COMBINED THERMAL STORAGE
- Feb 22, 2021 3:07 am GMT
The Gates Foundation has funded research into safer nuclear thermal power and the natrium cooled reactor is the result. Natrium melts at just under the boiling point of water and remains in the liquid state up to over 800-deg C. It has to operate in a sealed environment, in the absence of atmospheric air.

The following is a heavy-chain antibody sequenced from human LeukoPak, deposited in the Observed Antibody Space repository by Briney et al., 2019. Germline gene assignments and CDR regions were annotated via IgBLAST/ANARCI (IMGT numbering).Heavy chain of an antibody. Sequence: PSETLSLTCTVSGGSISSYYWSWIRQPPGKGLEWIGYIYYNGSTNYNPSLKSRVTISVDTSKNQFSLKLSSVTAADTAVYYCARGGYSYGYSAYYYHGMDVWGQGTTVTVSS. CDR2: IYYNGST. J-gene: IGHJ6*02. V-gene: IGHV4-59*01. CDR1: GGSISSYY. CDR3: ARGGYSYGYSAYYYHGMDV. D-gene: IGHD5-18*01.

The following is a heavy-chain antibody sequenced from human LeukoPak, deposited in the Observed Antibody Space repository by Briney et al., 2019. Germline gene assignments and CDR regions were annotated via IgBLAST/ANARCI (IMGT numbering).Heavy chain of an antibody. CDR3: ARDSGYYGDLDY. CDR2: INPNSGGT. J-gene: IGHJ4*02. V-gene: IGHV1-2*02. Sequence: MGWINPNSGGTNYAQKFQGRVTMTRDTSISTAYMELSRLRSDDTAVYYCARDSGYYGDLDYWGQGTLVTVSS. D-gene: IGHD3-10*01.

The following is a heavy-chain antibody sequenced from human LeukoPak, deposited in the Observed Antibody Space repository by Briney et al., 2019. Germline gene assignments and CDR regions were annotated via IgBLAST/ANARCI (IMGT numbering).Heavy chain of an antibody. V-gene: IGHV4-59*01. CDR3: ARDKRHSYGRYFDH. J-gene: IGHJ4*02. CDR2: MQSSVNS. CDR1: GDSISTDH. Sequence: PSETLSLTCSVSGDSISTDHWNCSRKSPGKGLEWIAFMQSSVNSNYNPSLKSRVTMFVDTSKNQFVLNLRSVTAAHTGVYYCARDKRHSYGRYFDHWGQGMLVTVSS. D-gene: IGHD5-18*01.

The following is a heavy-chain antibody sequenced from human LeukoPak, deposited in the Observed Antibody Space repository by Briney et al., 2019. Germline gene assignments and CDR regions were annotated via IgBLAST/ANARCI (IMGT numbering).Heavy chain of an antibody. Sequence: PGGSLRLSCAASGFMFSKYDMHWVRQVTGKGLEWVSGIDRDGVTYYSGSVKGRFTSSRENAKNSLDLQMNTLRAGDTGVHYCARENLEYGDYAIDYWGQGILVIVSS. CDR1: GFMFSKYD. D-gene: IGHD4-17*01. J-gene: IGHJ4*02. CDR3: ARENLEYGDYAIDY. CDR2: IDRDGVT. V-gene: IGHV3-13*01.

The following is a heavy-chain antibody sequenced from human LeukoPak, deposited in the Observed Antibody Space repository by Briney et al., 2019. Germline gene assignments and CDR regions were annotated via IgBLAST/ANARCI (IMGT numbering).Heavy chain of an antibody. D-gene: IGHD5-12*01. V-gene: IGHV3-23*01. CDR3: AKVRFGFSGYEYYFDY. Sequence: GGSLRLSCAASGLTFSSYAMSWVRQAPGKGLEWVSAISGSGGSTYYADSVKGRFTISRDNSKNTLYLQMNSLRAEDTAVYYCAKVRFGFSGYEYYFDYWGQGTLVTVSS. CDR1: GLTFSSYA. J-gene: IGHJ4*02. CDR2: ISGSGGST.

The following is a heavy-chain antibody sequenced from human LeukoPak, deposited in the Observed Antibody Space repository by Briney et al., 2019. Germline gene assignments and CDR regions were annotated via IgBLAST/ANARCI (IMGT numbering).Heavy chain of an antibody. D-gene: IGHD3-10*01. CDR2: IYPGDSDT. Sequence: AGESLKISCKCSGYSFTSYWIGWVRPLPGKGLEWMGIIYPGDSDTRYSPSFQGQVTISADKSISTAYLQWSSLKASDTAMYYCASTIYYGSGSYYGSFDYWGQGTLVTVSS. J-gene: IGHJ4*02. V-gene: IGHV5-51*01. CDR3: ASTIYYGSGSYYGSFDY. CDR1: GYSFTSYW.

The absence of pressure enhances the safety of a natrium cooled reactor, transferring heat from the reactor to a boiler located away from the reactor. Pipes made from corrosion resistant ceramic material such as silicon-carbide offer high thermal conductivity and high compressive strength, allowing water at high pressure to flow over pipes made of the material and operating in counter-flow heat-exchange mode. Pipes made of corrosion resistant ceramic may also transfer heat from a high-temperature (500 to 700-degree C) nuclear reactor to thermal storage material such as a molten salt mixture that in turn would operate well above its melting temperature. Such material would use heat capacity to convert water to steam. Natrium offers the possibility of including heat-of-fusion thermal storage material such as a mixture of 20% lithium fluoride and 80% lithium hydroxide.
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